Senior guards Zack Novak and Stu Douglass built the Michigan men’s basketball program from the ground up, leaving as Big Ten champions. And after Tuesday’s team banquet, they’ll leave Ann Arbor with plenty of hardware, too.

The senior duo nearly swept the award ceremony, garnering a combined nine of the 12 awards, but it was freshman point guard Trey Burke who took home the biggest award of the night. After receiving a standing ovation in the presentation’s opening minutes for his recent decision to return for his sophomore season next year, the night culminated with Burke being named the Bill Buntin Most Valuable Player award, as voted by his teammates.

Burke — the eighth freshman to win the award, and first since Manny Harris in 2008 — also picked up the Gary Grant award for most assists.

Novak took home the Steve Grote Hustle award, the Thad Garner Leadership award, the Bodnar award for academic achievement, the award for Outstanding Free Throw Shooting, the Iron Man award and the Charge award. The six awards gave him a total of 17 all-time honors — the most any Wolverine has ever received. He is the first player to win the Garner Leadership Award and Iron Man Award three times.

Douglass, who shared the Garner award with Novak, also collected the Rudy Tomjanovich Most Improved Player award, the Wayman Britt Outstanding Defensive Player award and the Travis Conlan Sportsmanship award. The sportsmanship award, his third straight, was personally presented by Conlan, who serves as the program’s Director of Basketball Operations.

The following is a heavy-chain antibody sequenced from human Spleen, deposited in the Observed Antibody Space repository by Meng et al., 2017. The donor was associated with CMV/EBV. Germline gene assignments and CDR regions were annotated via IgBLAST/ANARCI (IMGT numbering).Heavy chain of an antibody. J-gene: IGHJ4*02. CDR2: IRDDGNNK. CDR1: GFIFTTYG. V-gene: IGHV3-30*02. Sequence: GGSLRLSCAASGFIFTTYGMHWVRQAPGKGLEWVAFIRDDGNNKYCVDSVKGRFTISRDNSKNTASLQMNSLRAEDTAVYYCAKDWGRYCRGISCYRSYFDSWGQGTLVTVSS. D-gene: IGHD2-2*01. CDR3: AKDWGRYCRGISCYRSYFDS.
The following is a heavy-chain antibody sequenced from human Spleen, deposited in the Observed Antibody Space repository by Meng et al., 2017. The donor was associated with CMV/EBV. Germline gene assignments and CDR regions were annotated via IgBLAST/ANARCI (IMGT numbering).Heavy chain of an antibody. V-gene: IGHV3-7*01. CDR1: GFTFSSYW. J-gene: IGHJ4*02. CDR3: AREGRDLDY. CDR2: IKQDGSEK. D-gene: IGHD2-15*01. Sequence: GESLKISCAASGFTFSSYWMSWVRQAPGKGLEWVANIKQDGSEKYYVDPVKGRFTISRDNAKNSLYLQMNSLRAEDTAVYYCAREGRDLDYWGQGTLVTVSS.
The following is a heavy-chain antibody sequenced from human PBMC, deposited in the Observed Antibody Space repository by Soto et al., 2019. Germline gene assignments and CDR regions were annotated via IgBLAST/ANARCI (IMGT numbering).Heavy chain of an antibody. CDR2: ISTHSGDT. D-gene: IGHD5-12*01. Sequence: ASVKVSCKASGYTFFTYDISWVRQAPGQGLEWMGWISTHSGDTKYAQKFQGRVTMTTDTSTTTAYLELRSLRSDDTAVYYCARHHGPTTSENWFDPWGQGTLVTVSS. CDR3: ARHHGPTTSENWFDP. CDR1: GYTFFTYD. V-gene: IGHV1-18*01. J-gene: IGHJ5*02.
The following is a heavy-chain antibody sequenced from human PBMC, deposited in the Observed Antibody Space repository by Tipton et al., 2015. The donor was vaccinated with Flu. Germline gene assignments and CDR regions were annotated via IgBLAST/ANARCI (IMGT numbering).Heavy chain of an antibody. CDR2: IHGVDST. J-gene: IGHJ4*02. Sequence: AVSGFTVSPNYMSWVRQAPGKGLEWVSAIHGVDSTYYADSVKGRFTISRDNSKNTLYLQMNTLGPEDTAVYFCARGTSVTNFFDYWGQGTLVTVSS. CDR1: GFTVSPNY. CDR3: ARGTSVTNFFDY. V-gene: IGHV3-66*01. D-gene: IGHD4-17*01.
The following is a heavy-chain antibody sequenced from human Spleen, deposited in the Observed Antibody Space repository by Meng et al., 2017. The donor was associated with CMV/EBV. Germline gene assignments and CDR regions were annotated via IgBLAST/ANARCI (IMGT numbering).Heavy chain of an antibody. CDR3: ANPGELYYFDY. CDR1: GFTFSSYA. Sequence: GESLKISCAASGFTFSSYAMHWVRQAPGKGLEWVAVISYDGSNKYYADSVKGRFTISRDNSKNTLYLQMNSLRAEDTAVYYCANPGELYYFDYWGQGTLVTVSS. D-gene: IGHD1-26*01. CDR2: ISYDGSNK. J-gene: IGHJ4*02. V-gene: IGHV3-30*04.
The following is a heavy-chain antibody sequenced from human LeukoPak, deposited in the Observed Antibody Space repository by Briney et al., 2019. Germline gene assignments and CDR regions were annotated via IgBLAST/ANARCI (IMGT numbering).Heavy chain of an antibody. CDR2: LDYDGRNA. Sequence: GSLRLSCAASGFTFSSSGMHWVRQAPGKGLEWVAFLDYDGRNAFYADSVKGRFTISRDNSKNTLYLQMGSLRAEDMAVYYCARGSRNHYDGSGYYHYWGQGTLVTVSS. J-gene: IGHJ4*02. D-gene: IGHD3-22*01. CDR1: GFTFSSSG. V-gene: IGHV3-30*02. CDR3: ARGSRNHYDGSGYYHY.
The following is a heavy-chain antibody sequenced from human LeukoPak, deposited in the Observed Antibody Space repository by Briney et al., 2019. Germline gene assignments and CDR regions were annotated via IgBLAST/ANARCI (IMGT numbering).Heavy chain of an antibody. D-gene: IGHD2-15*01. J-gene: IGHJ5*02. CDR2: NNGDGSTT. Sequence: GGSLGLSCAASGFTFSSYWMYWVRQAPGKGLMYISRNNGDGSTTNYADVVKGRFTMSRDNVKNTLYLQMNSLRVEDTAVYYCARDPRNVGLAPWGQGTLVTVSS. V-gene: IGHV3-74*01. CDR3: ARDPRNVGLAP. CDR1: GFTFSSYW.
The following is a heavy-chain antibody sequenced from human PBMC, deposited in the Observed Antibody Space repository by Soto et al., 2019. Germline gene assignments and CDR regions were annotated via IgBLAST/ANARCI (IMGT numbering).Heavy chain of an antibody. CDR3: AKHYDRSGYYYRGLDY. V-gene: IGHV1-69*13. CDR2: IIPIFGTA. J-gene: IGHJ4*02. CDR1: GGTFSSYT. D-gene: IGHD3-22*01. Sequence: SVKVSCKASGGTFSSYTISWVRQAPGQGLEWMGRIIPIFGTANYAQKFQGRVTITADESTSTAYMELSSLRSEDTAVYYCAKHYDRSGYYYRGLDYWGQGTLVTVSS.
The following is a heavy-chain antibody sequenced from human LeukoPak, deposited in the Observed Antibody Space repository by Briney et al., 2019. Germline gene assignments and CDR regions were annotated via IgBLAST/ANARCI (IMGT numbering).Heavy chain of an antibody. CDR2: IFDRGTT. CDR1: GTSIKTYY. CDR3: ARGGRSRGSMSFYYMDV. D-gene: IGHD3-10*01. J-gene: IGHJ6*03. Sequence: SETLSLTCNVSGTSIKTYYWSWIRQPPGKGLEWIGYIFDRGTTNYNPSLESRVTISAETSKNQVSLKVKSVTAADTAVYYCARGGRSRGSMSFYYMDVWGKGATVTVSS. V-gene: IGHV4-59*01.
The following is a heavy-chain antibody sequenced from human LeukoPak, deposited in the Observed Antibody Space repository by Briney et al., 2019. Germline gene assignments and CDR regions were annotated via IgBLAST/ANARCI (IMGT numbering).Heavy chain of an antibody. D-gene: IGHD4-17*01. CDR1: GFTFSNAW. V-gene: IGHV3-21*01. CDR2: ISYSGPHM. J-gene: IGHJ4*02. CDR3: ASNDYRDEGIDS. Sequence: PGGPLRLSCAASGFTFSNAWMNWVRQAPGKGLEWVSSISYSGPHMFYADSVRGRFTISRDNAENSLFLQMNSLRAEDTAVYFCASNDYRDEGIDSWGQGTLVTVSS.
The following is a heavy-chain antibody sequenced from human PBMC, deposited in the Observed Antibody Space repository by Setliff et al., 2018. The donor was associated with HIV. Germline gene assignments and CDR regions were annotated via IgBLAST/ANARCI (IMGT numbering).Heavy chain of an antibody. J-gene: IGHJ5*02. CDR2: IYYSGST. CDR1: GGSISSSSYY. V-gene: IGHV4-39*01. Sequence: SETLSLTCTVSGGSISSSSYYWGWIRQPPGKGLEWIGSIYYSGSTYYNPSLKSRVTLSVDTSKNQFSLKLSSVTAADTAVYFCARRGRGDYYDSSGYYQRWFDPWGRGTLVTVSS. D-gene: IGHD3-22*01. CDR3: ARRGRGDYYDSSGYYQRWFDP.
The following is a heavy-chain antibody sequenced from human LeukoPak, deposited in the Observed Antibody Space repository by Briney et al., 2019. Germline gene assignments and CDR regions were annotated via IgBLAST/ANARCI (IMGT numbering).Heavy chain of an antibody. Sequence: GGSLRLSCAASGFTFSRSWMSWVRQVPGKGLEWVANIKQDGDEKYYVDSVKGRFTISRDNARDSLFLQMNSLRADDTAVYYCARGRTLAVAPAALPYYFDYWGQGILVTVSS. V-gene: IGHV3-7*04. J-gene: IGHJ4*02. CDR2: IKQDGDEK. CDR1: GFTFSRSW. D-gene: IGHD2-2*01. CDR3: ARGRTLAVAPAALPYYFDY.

But it was Douglass’s speech, not his awards, that highlighted the night. Douglass, whose 18-minute speech was by far the lengthiest, opened by reminiscing about the first rep in the first drill he ran as a freshman in front of Michigan coach John Beilein.

After a poor performance in what he remembered as a drill to “test toughness,” Douglass remembers Beilein yelling to him that he was “as soft as a Sunday ham.”

Douglass shook his head and laughed, drawing a chorus of laughter from the crowd. He said it was one of the many Beilein metaphors and analogies that he’ll never understand.

“I had never heard of that before in my life,” he said between chuckles.

But it was Beilein who had the last laugh surrounding the incident, later clarifying to the crowd that the phrase is, “softer than a Sunday hymn.”

Douglass went on to thank everyone from his parents and coaches to the ushers in Crisler Center.

“I thought I was going to try and keep it short,” Douglass said afterward, laughing. “Then you just ramble on, ramble on, and I didn’t even realize how long it was … until I was thanking the team at the end and they were giving me the hurry-up sign.”

Douglass’s lengthiness and long list of people to thank prompted Novak, the following speaker, to jokingly thank his childhood dog, Hoser. After a few more playful jabs at Douglass, Novak’s tone grew serious as he reflected back to all that he has accomplished in his illustrious four years.

“You grow up and you have a dream that one day, for us, you want to play college basketball — big-time college basketball, particularly in the Big Ten,” Novak said. “That day comes, and then that day you dreamt about is yesterday. And you’re left with the memories.”